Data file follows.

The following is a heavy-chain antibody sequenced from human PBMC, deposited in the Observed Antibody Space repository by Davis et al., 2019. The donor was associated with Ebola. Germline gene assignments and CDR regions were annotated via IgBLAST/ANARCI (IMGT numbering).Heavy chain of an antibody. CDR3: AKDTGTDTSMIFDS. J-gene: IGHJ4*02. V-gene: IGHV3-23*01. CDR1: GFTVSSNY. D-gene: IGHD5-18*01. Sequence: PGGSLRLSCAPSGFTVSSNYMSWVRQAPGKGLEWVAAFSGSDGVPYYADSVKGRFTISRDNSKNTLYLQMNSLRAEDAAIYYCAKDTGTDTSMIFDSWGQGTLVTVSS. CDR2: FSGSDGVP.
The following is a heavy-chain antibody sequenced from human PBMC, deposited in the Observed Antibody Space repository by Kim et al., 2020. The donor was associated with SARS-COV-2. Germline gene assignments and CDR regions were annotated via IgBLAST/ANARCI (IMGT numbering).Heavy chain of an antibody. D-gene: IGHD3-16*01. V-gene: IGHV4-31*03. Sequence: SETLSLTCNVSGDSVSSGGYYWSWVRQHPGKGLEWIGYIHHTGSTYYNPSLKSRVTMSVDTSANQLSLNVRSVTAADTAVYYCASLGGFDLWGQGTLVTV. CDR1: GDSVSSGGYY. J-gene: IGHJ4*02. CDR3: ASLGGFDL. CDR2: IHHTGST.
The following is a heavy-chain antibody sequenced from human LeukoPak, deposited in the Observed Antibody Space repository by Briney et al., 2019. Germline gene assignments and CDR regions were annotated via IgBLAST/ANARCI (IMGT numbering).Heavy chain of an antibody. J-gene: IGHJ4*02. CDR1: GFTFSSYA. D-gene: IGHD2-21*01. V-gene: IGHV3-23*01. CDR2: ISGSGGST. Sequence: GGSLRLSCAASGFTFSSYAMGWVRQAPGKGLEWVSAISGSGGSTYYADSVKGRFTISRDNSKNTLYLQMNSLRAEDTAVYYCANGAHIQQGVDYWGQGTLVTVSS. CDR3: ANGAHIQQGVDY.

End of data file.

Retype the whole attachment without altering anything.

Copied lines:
The following is a heavy-chain antibody sequenced from human PBMC, deposited in the Observed Antibody Space repository by Davis et al., 2019. The donor was associated with Ebola. Germline gene assignments and CDR regions were annotated via IgBLAST/ANARCI (IMGT numbering).Heavy chain of an antibody. CDR3: AKDTGTDTSMIFDS. J-gene: IGHJ4*02. V-gene: IGHV3-23*01. CDR1: GFTVSSNY. D-gene: IGHD5-18*01. Sequence: PGGSLRLSCAPSGFTVSSNYMSWVRQAPGKGLEWVAAFSGSDGVPYYADSVKGRFTISRDNSKNTLYLQMNSLRAEDAAIYYCAKDTGTDTSMIFDSWGQGTLVTVSS. CDR2: FSGSDGVP.
The following is a heavy-chain antibody sequenced from human PBMC, deposited in the Observed Antibody Space repository by Kim et al., 2020. The donor was associated with SARS-COV-2. Germline gene assignments and CDR regions were annotated via IgBLAST/ANARCI (IMGT numbering).Heavy chain of an antibody. D-gene: IGHD3-16*01. V-gene: IGHV4-31*03. Sequence: SETLSLTCNVSGDSVSSGGYYWSWVRQHPGKGLEWIGYIHHTGSTYYNPSLKSRVTMSVDTSANQLSLNVRSVTAADTAVYYCASLGGFDLWGQGTLVTV. CDR1: GDSVSSGGYY. J-gene: IGHJ4*02. CDR3: ASLGGFDL. CDR2: IHHTGST.
The following is a heavy-chain antibody sequenced from human LeukoPak, deposited in the Observed Antibody Space repository by Briney et al., 2019. Germline gene assignments and CDR regions were annotated via IgBLAST/ANARCI (IMGT numbering).Heavy chain of an antibody. J-gene: IGHJ4*02. CDR1: GFTFSSYA. D-gene: IGHD2-21*01. V-gene: IGHV3-23*01. CDR2: ISGSGGST. Sequence: GGSLRLSCAASGFTFSSYAMGWVRQAPGKGLEWVSAISGSGGSTYYADSVKGRFTISRDNSKNTLYLQMNSLRAEDTAVYYCANGAHIQQGVDYWGQGTLVTVSS. CDR3: ANGAHIQQGVDY.